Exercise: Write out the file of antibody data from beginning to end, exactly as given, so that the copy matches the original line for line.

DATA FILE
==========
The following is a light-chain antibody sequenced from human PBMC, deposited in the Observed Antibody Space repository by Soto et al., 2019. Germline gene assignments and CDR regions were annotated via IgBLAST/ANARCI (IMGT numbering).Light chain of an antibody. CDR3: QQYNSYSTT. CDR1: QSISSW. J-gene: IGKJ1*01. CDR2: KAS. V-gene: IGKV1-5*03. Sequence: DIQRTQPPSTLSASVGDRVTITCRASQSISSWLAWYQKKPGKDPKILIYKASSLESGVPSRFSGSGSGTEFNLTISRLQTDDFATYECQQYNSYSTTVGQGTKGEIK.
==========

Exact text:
The following is a light-chain antibody sequenced from human PBMC, deposited in the Observed Antibody Space repository by Soto et al., 2019. Germline gene assignments and CDR regions were annotated via IgBLAST/ANARCI (IMGT numbering).Light chain of an antibody. CDR3: QQYNSYSTT. CDR1: QSISSW. J-gene: IGKJ1*01. CDR2: KAS. V-gene: IGKV1-5*03. Sequence: DIQRTQPPSTLSASVGDRVTITCRASQSISSWLAWYQKKPGKDPKILIYKASSLESGVPSRFSGSGSGTEFNLTISRLQTDDFATYECQQYNSYSTTVGQGTKGEIK.